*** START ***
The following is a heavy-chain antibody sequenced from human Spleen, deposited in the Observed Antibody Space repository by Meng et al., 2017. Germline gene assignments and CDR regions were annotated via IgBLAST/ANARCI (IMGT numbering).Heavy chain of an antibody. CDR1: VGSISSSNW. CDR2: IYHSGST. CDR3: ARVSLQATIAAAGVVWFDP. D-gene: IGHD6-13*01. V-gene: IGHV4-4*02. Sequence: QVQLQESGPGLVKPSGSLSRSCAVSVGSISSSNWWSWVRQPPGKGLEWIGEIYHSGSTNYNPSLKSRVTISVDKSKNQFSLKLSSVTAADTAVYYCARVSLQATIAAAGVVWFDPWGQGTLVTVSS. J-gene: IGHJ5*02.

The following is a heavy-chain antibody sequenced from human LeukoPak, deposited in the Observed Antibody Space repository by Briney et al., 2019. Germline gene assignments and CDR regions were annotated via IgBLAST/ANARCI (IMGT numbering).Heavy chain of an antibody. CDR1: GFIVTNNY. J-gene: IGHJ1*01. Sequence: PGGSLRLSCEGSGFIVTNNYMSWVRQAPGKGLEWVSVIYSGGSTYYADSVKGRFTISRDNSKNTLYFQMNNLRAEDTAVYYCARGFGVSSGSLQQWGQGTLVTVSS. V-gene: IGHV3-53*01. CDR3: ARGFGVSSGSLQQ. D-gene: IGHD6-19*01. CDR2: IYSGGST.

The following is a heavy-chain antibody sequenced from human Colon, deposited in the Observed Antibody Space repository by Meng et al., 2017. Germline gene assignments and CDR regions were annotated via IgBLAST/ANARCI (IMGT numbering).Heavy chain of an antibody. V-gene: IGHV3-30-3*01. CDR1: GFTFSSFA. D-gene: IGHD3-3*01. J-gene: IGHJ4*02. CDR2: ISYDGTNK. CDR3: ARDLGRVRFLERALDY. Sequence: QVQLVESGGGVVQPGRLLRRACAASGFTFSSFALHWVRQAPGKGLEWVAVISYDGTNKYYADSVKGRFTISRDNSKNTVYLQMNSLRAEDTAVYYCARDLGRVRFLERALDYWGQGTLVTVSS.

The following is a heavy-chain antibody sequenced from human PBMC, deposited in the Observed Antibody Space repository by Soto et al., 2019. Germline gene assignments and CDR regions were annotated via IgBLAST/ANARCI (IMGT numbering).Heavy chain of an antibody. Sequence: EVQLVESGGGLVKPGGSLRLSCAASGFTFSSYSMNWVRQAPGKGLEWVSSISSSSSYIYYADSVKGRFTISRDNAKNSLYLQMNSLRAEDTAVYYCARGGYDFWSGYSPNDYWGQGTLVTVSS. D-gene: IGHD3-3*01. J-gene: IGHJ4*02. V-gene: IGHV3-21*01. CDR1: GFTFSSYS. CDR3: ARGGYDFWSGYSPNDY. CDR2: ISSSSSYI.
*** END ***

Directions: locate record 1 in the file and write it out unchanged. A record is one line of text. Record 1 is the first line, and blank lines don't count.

The following is a heavy-chain antibody sequenced from human Spleen, deposited in the Observed Antibody Space repository by Meng et al., 2017. Germline gene assignments and CDR regions were annotated via IgBLAST/ANARCI (IMGT numbering).Heavy chain of an antibody. CDR1: VGSISSSNW. CDR2: IYHSGST. CDR3: ARVSLQATIAAAGVVWFDP. D-gene: IGHD6-13*01. V-gene: IGHV4-4*02. Sequence: QVQLQESGPGLVKPSGSLSRSCAVSVGSISSSNWWSWVRQPPGKGLEWIGEIYHSGSTNYNPSLKSRVTISVDKSKNQFSLKLSSVTAADTAVYYCARVSLQATIAAAGVVWFDPWGQGTLVTVSS. J-gene: IGHJ5*02.